Digital Sound & Music: Concepts, Applications, & Science, Chapter 4, last updated 6/25/2013
noise into the room. The commercially available portable isolation booths typically have
ventilation systems available that do not compromise the isolation and noise level for the booth.
If you're putting in a ventilation system for a large studio, be prepared to spend a lot of money
and hire an expert to design a system that meets your requirements. In the worst-case scenario,
you may need to shut off the ventilation system while recording if the system is creating too
much noise in the room.
There are differing opinions on acoustical treatment for the studio. In the room where the
actual performing happens, some like a completely acoustically dead room, while others want to
have a little bit of natural reverberation. Most studios have some combination of acoustic
absorption treatment and some diffusion treatment on the room surfaces. The best approach is to
have flexible acoustic treatment on the walls. This can take the form of reversible panels on the
wall that have absorption material on one side and diffusion panels on the other side. This way
you can customize the acoustics of the room as needed for each recording.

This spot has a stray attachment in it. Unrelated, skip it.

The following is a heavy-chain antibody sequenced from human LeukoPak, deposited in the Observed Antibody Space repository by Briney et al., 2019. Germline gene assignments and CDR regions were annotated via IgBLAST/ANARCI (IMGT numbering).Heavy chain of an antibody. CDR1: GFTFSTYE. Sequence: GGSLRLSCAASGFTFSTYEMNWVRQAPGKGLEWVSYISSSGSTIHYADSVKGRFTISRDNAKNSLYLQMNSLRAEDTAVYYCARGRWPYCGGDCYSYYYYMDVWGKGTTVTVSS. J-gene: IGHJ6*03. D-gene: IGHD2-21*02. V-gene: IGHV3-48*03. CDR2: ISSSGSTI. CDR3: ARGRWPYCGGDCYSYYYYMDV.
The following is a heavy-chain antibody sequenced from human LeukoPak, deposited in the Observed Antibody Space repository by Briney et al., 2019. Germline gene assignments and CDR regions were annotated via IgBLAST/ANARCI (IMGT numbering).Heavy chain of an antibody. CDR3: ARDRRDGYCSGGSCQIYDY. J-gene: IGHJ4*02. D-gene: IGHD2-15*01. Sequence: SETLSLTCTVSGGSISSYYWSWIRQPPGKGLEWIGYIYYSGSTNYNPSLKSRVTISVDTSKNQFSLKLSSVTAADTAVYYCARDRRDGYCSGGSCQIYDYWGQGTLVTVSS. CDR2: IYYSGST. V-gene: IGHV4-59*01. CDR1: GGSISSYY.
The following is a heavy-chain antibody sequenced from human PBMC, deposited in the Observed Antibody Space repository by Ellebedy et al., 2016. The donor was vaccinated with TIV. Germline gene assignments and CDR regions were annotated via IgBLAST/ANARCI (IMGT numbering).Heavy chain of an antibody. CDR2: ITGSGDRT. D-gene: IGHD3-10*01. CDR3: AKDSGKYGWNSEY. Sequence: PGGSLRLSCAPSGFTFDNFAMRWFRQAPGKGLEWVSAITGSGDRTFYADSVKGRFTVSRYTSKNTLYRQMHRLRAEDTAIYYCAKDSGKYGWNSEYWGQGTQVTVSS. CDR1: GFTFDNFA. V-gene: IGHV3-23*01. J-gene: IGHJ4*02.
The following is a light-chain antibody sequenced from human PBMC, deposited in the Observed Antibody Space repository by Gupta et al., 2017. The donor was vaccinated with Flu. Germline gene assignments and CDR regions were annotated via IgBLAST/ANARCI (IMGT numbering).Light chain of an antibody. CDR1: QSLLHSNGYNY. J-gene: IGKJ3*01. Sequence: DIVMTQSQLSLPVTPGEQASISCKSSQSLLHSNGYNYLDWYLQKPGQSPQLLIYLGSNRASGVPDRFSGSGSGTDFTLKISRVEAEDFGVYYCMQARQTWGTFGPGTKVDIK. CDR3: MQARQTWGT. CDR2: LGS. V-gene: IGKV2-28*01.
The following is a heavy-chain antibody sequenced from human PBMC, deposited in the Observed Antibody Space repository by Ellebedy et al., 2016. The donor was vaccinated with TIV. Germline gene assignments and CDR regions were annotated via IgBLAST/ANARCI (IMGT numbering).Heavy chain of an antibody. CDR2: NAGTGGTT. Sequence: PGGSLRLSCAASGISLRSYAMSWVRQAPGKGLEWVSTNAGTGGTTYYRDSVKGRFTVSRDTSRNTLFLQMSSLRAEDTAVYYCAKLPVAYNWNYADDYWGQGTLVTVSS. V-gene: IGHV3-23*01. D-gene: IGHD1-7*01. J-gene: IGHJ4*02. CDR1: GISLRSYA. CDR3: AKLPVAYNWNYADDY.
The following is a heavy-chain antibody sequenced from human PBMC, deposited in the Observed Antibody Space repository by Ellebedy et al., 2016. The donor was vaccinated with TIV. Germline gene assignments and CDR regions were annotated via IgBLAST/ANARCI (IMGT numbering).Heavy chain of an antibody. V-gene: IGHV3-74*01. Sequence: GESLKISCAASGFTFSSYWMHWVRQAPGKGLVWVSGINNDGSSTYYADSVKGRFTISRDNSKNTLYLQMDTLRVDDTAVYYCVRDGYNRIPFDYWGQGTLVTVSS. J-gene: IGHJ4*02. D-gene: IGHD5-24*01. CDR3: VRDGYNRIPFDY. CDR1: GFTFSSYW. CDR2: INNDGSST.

In the control room where the mixing happens, you don’t necessarily want a completely
dead room. You do want a quiet room, and you want to remove any destructive early reflections
that arrive at the mixing position. Other than that, you generally want to try to mimic the
environment in which the listener will ultimately experience the sound. For film, you would want
to mimic the acoustics of a screening room. For music, you may want to mimic the acoustics of a
living room or similar listening space. This way you're mixing the sound in an acoustic
environment that allows you to hear the problems that will be audible by the consumer. As a rule
of thumb, you should design the acoustics of the room for the best case listening scenario for the
consumer. Then test your mix in less desirable listening environments once you have something
that sounds good in the studio.
4.3 Science, Mathematics, and Algorithms
4.3.1 Deriving Power and Voltage Changes in Decibels
Let's turn now to explore more of the mathematics of concepts related to acoustics.
In Section 2, Table 4.2 lists some general guidelines regarding sound perception, and
Table 4.5 gives some rules of thumb regarding power or voltage changes converted to decibels.
We can’t mathematically prove the relationships in Table 4.2 because they’re based on
subjective human perception, but we can prove the relationships in Table 4.5.
First let’s prove that if we double the power in watts, we get a 3 dB increase. As you
work through this example, you see that you don’t always use decibels related to the reference
points in Table 4.3. (That is, the standard reference point is not always the value in the
denominator.) Sometimes you compare one wattage level to another, or one voltage level to
another, or one sound pressure level to another, wanting to know the difference between the two
in decibels. In those cases, the answer represents a difference in two wattage, voltage, or sound
pressure levels, and it is measured in dB.
In general, to compare two power levels, we use the following:
( *
Equation 4.15
If then we have
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